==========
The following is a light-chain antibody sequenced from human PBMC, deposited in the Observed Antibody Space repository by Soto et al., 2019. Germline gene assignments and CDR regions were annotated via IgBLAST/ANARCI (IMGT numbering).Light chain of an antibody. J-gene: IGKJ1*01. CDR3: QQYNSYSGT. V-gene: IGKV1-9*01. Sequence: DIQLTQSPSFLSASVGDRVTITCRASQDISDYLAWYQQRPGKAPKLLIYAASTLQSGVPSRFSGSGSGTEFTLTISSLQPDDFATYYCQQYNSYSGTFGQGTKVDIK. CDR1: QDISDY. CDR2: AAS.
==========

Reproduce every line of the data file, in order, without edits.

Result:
The following is a light-chain antibody sequenced from human PBMC, deposited in the Observed Antibody Space repository by Soto et al., 2019. Germline gene assignments and CDR regions were annotated via IgBLAST/ANARCI (IMGT numbering).Light chain of an antibody. J-gene: IGKJ1*01. CDR3: QQYNSYSGT. V-gene: IGKV1-9*01. Sequence: DIQLTQSPSFLSASVGDRVTITCRASQDISDYLAWYQQRPGKAPKLLIYAASTLQSGVPSRFSGSGSGTEFTLTISSLQPDDFATYYCQQYNSYSGTFGQGTKVDIK. CDR1: QDISDY. CDR2: AAS.